Throughout most of the book, Clark makes excuses to NOT take on this whole “Superman” responsibility, chief among them being he’d rather use his gifts to find a well-paying job to support his mom and allow him to do something he’d find stimulating. (These jobs are, based on the montage, football star, baseball star, super-scientist, and…uhh, architect.)
It’s only when his apartment has been blown up that he grabs the costume. It’s only when a fleet of alien invaders threatens the entire planet that he goes on offense. And even THEN, he’s in street clothes, moving quickly to avoid detection. Only when he’s specifically called out does he decide to toss on the cape and S-shield.
This is really the story of how Clark Kent ducks his responsibilities until he has no other choice. That’s…that’s not Superman.
I’m not a Superman expert – but I’m fairly astute. And even I know, above all else, for Superman to become an icon of heroism, he has to WANT to help people. He has to accept that having these powers means he can do a lot of good and actively looks forward to doing so.
Putting on the costume for the first time has to be the joyous moment he realizes he can do it and be welcomed for doing it, while also maintaining a private life as mild-mannered Clark Kent to continue being human.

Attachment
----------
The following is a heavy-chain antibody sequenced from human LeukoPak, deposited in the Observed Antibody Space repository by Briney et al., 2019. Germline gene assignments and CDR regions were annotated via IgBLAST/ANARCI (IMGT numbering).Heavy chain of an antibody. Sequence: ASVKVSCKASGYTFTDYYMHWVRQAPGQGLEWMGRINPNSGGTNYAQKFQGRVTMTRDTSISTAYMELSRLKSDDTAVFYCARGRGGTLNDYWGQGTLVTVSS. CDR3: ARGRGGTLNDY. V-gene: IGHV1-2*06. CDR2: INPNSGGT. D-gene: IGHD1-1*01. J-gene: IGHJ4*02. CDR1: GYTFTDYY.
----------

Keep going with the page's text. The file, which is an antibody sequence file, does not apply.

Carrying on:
If Clark waits until disaster strikes, to be guilted into using his powers for good? That’s not Superman. That’s Spider-Man. Still a good character, mind you, but…not Superman.
So, at the heart of the book is a fundamental misunderstanding of the character. And that’s pretty hard to shake.
But hey, it’s the internet, so let’s not dwell on deep-seated problems with the story when we can pick at superficial issues, specifically, the art. Which is not bad, except it features a problem that’s crept into comics over the last decade or so and frustrates me to no end: Major Characters Drawn as Recognizable Actors.
But at least that’s the artist picking ONE ACTOR to use. Here, when Lois Lane isn’t underdrawn to be a generically attractive brunette, she looks like Jennifer Carpenter from “Dexter” (with a little extra boobage)…
The back cover proclaims this to be “A Man of Steel For a New Generation,” but by tying the characters into post-millennial feelings of early-20’s “What do I want to do?” angst and flavor-of-the-month actresses, Superman: Earth One ensures it’ll be remembered as “That 2010-era Superman retelling,” that’s promptly forgotten once the NEXT brand-new Superman Origin Tale comes out, rather than anything that really defines the character for the era.
Of course, DC has never been all that excited about defining Superman for very long – if they did, nobody would get into internet fights over whether 1986’s “Superman: The Man of Steel,” 2003’s “Superman: Birthright” or even 2010’s OTHER big story, “Superman: Secret Origin,” is the “real” origin story.
Which, of course, means it’s time for me to read all of them and report back.